Canadians have decided to borrow a page from their U.S. neighbors by embracing a new economic nationalist ethos.
“Scores of shoppers and travellers are mounting strikes against America’s pocketbook by boycotting U.S. goods and trips to the States. On Twitter, hashtags including #BuyCanadian, #BoycottUSProducts and #BoycottUSA are spreading tips on using purchasing power to defend Canada’s honour,” CTV reports.
Canada’s Prime Minister, Justin Trudeau, got in an angry spat with President Trump this week after he criticized the U.S. insistence on applying steel and aluminum tariffs to his country. The U.S. government says a healthy metals industry is important for national security reasons, pointing out that relying on imports–regardless of where they originate–would make the U.S. vulnerable. Trudeau has falsely said many times that this is equivalent to treating Canada as a threat to the U.S.
In response, one Ottawa man proudly tweeted a photo of a cart of “Trump free” groceries on Sunday. Others are refusing to buy Kentucky bourbon, California wine and Florida oranges, and ignoring major U.S. brands such as Starbucks, Walmart, and McDonalds.
Trudeau appeared to acknowledge the swell of support at an event for supply-managed farmers near Parliament Hill on Tuesday.
“There’s a bit of a patriotic boost going on these past few days,” he said to laughs from a table of stakeholders gathered under a tent.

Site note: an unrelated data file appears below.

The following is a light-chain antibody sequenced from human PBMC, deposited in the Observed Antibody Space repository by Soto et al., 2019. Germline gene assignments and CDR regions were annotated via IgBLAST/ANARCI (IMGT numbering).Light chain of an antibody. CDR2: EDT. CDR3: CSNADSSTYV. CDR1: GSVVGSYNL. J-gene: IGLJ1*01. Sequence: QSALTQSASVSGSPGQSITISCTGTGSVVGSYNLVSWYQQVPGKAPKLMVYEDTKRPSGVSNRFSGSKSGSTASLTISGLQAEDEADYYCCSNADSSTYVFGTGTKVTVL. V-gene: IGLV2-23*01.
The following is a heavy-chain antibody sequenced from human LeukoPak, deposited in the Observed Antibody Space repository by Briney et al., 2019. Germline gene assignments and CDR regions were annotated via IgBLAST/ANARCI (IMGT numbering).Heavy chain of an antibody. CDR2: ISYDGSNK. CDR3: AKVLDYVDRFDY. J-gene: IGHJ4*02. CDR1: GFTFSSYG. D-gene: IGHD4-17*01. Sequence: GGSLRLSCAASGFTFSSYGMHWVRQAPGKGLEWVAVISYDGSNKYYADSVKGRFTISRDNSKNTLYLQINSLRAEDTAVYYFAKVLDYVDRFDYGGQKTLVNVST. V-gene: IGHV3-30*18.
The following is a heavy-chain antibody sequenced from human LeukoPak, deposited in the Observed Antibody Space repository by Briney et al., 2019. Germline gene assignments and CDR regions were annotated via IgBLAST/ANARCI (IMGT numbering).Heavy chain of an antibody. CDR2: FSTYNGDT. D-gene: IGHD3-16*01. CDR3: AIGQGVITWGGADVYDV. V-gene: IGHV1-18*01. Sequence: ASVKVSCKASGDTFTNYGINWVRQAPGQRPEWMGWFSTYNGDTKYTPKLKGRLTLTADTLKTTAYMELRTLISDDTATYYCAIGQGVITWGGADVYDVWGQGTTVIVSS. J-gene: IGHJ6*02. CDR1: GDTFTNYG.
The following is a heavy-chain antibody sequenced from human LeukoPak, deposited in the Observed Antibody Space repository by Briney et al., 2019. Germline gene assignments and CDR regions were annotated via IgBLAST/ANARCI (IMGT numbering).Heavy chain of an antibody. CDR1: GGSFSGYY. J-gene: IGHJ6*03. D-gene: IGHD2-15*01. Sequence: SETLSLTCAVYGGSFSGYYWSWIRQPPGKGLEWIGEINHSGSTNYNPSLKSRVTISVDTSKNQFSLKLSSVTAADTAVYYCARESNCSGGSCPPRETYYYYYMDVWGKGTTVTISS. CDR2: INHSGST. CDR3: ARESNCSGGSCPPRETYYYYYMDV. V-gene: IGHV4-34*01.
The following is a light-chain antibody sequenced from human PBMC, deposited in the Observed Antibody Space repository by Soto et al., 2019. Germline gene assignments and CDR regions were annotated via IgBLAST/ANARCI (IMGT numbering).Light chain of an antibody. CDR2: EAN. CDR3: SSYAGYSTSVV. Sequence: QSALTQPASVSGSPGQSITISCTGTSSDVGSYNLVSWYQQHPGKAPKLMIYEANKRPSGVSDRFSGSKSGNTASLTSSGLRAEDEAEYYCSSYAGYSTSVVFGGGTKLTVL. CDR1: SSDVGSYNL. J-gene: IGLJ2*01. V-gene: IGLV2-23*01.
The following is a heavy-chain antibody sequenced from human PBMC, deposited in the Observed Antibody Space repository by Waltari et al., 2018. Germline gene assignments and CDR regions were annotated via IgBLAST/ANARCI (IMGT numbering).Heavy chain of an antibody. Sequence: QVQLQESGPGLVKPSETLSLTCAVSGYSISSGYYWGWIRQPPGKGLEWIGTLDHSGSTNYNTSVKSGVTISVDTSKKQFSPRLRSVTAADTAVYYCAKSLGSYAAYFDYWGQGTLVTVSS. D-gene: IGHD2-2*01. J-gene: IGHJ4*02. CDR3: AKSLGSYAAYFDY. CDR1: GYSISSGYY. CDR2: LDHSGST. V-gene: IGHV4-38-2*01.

Unfortunately for the newly patriotic Canadians, it will not be easy for them to transform themselves into a nation that avoids American products.
But while Canadians will fight to a polite death for the right to consume homegrown beef, beer and maple syrup over what they view as inferior American alternatives, any move to mount a broad boycott could be tough going in a country that reveres U.S. popular culture and consumer goods over all others.
“To suggest Canadians are going to stop drinking Coke and Pepsi is a bit of a stretch, given we are so enmeshed in U.S. consumer culture. A bottom line impact is not likely to occur,” said pollster Nik Nanos.
Even still, a lot of the products that Canadians buy are American only in name. The “American” shoes and clothes they wear, from Nike to Levis, tend to be made outside of the U.S., for example. A well-directed Canadian boycott would have to be much more precisely targeted at American goods actually made in the U.S. by Americans.
Unsurprisingly, Canada’s globalist business class thinks this is all a terrible idea.
While a consumer boycott is a natural first response, it is the wrong decision, said Gabe Batstone, co-chair of the Canadian American Business Council.
“Historically global peace and prosperity have flourished when trade has flourished, so fighting U.S. industrial protectionism with Canadian consumer protectionism makes good copy and little sense,” Batstone said in an email. “Cutting off your nose to spite your face is rarely a great strategy.”